With the Luanda Commitment, countries pledge to accelerate the implementation of the Libreville Declaration, especially because of the effect this will have on the attainment of Millennium Development Goals 4, 5, 6 and 7 relating to child health, maternal health, communicable diseases and environmental sustainability respectively.

The ministers also agreed to mobilize resources available from government budgets and the private sector, and to advocate for and monitor the allocation of 15% of government expenditure to the health sector, as stated in the 2001 Abuja Declaration by African Heads of State, and a substantial increase in government spending on the environment sector.

WHO and the UNEP, the co-organizers of the conference, are requested in the Luanda Commitment to increase their support for the implementation of the Libreville Declaration; broaden the participation of other relevant inter-governmental organizations, development banks and regional economic communities; and establish a mechanism to facilitate access by countries to existing financial resources for health, the environment and sustainable development, especially climate change funds.

The ministers also formally established the Health and Environment Strategic Alliance (HESA), a novel mechanism to stimulate policies and investments in favour of enhanced joint actions for health and environment in Africa. HESA, the first ever collaboration framework of its type between African countries and two United Nations agencies in Africa, was adopted alongside the other major conference outputs.

Building on the linkages between the health and environment sectors, HESA, now institutionalized, will develop and coordinate actions to effectively protect and promote public health and ecosystem integrity with a view to helping countries attain the Millennium Development Goals.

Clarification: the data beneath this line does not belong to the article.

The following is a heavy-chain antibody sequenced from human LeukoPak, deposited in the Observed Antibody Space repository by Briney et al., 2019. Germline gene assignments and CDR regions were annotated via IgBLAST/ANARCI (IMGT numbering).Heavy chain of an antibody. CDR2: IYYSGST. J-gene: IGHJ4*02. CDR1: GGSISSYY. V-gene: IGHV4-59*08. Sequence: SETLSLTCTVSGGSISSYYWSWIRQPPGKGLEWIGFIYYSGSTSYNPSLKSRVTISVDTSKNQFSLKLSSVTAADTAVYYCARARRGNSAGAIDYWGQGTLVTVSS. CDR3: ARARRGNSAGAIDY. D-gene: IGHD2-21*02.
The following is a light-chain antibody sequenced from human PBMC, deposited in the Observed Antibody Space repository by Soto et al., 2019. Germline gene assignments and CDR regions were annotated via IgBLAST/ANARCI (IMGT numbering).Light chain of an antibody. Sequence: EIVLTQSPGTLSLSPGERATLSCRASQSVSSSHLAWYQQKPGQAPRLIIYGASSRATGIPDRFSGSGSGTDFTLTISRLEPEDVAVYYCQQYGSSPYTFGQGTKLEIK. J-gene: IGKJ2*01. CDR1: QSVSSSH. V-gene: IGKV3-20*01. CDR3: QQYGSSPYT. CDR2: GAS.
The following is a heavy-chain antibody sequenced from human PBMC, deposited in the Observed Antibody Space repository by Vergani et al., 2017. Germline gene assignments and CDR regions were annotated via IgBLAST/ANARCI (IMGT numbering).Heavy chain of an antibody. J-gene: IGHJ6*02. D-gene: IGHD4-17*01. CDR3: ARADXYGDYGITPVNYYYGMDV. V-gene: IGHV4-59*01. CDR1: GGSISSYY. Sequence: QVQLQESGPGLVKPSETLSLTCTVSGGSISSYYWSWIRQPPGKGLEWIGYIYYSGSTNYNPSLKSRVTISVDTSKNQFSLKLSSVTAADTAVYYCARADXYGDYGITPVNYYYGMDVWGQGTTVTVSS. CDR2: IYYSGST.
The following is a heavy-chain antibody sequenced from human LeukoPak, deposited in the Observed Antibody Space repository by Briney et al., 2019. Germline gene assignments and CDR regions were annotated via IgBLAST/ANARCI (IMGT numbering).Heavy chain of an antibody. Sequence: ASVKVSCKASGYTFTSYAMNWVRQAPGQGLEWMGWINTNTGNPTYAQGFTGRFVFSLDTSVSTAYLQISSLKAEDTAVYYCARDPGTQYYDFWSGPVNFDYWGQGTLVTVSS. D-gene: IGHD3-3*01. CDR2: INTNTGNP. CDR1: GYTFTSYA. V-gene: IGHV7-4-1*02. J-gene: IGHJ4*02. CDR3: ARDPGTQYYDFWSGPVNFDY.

It will concretely support country efforts through advocacy, resource mobilization, capacity building, technical assistance as well as progress monitoring, as part of the implementation of the Libreville Declaration, adopted in 2008 to reduce environmental threats to human health and well-being.

Also, for the first time, African ministers of health and environment made their strongest pronouncement ever on climate change and health in the region, with the adoption of a Joint Statement on Climate Change and Health.

The statement articulates Africa’s common position on climate change and health, and calls for support for actions aimed at reducing vulnerability and building resilience in the health sector in African countries. It also captures commitments by African ministers to address climate change in the continent, particularly as its effects are likely to be more severe than originally anticipated and may exacerbate the effects of traditional and emerging environmental risk factors on human health, thereby hampering Africa’s efforts to attain the Millennium Development Goals.

The Joint Statement on Climate Change and Health will be tabled before the 16th Conference of the Parties to the United Nations Framework Convention on Climate Change taking place from 29 November to 10 December 2010 in Cancún, Mexico.

Speaking at the closing ceremony of the conference, the Minister of Environment of Angola, Ms Fatima Jardim, said, “Angola can contribute by setting the example and through interaction and information, consolidate the mutual commitments set out in the important tools we have adopted at this meeting and which will serve not only as a link between the health and environment sectors but also to connect us in a commitment as countries of a continent.”

The Regional Director and Representative of UNEP in Africa, Mr Mounkaila Goumandakoye said, “The Luanda Conference is a milestone as the health and environment sectors become credible and strategic partners. I leave this meeting further convinced that the future of Africa is not cast anywhere. It is we who determine this by our commitments, our determination and our actions.”

Assessing the outcomes of the conference, the WHO Regional Director for Africa, Dr Luis Sambo said, “The three tools that we have adopted at this conference are clear and consistent and the decisions we have taken will serve us well in the implementation of the Libreville Declaration.”